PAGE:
Foreign Credential Recognition


Earlier this year, the federal government announced it would be spending some serious money to help various industries and regulatory bodies across the country to recognize immigrants who have foreign credentials, allowing them to work in the field of their training.

There have been long-standing complaints from the immigrant community that highly-trained individuals were frustrated with the legal hoops that prevented them from working in their own (mostly higher paid) occupation.

As this program rolls out we’re going to see some very interesting results in my view. Until now, immigrants have been more likely to become entrepreneurs and start their own businesses in Canada than anyone born here. Traditional wisdom has said that this ‘entrepreneurial spirit’ was simply a reaction to the frustrations immigrants faced in working in their field of training. I’ve never felt comfortable with this explanation. My perspective has always been that once immigrants arrive, they recognize that Canada is geared toward business in terms of generous tax allowances, government grants and a stable workforce. My view is that immigrants start businesses because it makes sense — not necessarily because they can’t work within their field of expertise.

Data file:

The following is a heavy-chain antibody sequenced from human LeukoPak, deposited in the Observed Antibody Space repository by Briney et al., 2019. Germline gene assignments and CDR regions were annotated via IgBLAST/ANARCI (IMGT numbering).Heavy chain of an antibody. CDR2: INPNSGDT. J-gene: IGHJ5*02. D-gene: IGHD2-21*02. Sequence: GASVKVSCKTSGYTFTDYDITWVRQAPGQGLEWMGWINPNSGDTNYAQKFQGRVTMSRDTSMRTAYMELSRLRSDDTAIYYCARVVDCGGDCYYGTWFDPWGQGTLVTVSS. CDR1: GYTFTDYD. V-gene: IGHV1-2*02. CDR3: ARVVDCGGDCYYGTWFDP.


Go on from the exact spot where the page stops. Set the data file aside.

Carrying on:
As foreign credential recognition in Canada kicks into high gear, it will be interesting to see if the high rates of entreprenuerialism among immigrants remains — even once the occupational hurdles are cleared away for good.

About the author

Gianpaolo Panusa Gianpaolo Panusa is a Canadian immigration lawyer, writer, and founder of the PanCanadian Immigration Law Group based in Vancouver, Canada. Google+ Profile